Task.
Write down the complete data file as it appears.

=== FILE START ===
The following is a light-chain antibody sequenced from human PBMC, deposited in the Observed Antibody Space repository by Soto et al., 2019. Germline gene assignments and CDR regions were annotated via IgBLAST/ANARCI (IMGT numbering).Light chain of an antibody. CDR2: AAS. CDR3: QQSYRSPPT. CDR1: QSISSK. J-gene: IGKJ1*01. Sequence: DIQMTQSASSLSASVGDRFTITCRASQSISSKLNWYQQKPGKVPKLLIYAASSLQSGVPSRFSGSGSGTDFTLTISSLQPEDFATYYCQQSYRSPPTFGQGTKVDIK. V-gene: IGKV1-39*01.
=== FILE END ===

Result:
The following is a light-chain antibody sequenced from human PBMC, deposited in the Observed Antibody Space repository by Soto et al., 2019. Germline gene assignments and CDR regions were annotated via IgBLAST/ANARCI (IMGT numbering).Light chain of an antibody. CDR2: AAS. CDR3: QQSYRSPPT. CDR1: QSISSK. J-gene: IGKJ1*01. Sequence: DIQMTQSASSLSASVGDRFTITCRASQSISSKLNWYQQKPGKVPKLLIYAASSLQSGVPSRFSGSGSGTDFTLTISSLQPEDFATYYCQQSYRSPPTFGQGTKVDIK. V-gene: IGKV1-39*01.